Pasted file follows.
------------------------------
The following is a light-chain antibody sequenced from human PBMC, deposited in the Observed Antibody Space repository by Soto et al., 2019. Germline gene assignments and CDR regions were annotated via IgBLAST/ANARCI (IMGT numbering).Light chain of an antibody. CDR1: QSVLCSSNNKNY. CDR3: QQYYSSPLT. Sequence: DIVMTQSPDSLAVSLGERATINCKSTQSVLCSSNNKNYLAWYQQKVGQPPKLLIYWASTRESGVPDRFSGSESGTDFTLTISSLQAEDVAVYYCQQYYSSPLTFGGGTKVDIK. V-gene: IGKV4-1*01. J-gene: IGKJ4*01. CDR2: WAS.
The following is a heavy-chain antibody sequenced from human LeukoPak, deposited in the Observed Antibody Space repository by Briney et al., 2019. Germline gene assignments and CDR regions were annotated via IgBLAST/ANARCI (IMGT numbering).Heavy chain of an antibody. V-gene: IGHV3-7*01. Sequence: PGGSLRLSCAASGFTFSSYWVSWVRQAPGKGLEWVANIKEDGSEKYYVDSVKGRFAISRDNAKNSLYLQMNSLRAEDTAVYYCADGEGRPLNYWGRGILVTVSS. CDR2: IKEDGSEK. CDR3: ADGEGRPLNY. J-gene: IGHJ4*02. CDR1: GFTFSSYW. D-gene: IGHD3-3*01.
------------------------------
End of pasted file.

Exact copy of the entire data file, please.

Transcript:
The following is a light-chain antibody sequenced from human PBMC, deposited in the Observed Antibody Space repository by Soto et al., 2019. Germline gene assignments and CDR regions were annotated via IgBLAST/ANARCI (IMGT numbering).Light chain of an antibody. CDR1: QSVLCSSNNKNY. CDR3: QQYYSSPLT. Sequence: DIVMTQSPDSLAVSLGERATINCKSTQSVLCSSNNKNYLAWYQQKVGQPPKLLIYWASTRESGVPDRFSGSESGTDFTLTISSLQAEDVAVYYCQQYYSSPLTFGGGTKVDIK. V-gene: IGKV4-1*01. J-gene: IGKJ4*01. CDR2: WAS.
The following is a heavy-chain antibody sequenced from human LeukoPak, deposited in the Observed Antibody Space repository by Briney et al., 2019. Germline gene assignments and CDR regions were annotated via IgBLAST/ANARCI (IMGT numbering).Heavy chain of an antibody. V-gene: IGHV3-7*01. Sequence: PGGSLRLSCAASGFTFSSYWVSWVRQAPGKGLEWVANIKEDGSEKYYVDSVKGRFAISRDNAKNSLYLQMNSLRAEDTAVYYCADGEGRPLNYWGRGILVTVSS. CDR2: IKEDGSEK. CDR3: ADGEGRPLNY. J-gene: IGHJ4*02. CDR1: GFTFSSYW. D-gene: IGHD3-3*01.